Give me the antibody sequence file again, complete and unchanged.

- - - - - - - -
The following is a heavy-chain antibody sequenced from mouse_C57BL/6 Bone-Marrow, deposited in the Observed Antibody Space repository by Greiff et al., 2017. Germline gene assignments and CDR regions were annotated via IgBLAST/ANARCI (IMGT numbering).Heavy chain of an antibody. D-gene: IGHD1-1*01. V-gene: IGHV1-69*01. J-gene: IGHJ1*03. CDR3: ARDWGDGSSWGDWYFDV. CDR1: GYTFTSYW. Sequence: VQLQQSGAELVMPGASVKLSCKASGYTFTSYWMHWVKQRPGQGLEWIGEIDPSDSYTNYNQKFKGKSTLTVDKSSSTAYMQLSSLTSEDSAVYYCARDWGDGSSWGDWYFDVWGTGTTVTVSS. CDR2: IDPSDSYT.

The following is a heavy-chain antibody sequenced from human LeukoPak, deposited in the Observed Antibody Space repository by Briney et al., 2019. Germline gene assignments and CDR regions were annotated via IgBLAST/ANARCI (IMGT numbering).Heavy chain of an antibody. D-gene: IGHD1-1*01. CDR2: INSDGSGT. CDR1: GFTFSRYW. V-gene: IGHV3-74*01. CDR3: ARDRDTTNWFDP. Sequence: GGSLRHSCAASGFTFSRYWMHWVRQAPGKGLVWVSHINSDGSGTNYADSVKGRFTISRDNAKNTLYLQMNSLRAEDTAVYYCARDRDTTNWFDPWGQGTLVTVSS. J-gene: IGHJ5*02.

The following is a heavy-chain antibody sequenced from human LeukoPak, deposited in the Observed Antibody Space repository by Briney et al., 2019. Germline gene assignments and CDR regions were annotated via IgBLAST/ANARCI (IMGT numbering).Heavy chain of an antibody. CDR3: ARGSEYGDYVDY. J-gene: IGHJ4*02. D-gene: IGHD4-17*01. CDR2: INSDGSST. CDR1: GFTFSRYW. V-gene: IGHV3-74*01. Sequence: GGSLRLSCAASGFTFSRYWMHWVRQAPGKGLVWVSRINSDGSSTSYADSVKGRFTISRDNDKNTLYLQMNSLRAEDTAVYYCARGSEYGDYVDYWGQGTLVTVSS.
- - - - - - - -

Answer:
The following is a heavy-chain antibody sequenced from mouse_C57BL/6 Bone-Marrow, deposited in the Observed Antibody Space repository by Greiff et al., 2017. Germline gene assignments and CDR regions were annotated via IgBLAST/ANARCI (IMGT numbering).Heavy chain of an antibody. D-gene: IGHD1-1*01. V-gene: IGHV1-69*01. J-gene: IGHJ1*03. CDR3: ARDWGDGSSWGDWYFDV. CDR1: GYTFTSYW. Sequence: VQLQQSGAELVMPGASVKLSCKASGYTFTSYWMHWVKQRPGQGLEWIGEIDPSDSYTNYNQKFKGKSTLTVDKSSSTAYMQLSSLTSEDSAVYYCARDWGDGSSWGDWYFDVWGTGTTVTVSS. CDR2: IDPSDSYT.

The following is a heavy-chain antibody sequenced from human LeukoPak, deposited in the Observed Antibody Space repository by Briney et al., 2019. Germline gene assignments and CDR regions were annotated via IgBLAST/ANARCI (IMGT numbering).Heavy chain of an antibody. D-gene: IGHD1-1*01. CDR2: INSDGSGT. CDR1: GFTFSRYW. V-gene: IGHV3-74*01. CDR3: ARDRDTTNWFDP. Sequence: GGSLRHSCAASGFTFSRYWMHWVRQAPGKGLVWVSHINSDGSGTNYADSVKGRFTISRDNAKNTLYLQMNSLRAEDTAVYYCARDRDTTNWFDPWGQGTLVTVSS. J-gene: IGHJ5*02.

The following is a heavy-chain antibody sequenced from human LeukoPak, deposited in the Observed Antibody Space repository by Briney et al., 2019. Germline gene assignments and CDR regions were annotated via IgBLAST/ANARCI (IMGT numbering).Heavy chain of an antibody. CDR3: ARGSEYGDYVDY. J-gene: IGHJ4*02. D-gene: IGHD4-17*01. CDR2: INSDGSST. CDR1: GFTFSRYW. V-gene: IGHV3-74*01. Sequence: GGSLRLSCAASGFTFSRYWMHWVRQAPGKGLVWVSRINSDGSSTSYADSVKGRFTISRDNDKNTLYLQMNSLRAEDTAVYYCARGSEYGDYVDYWGQGTLVTVSS.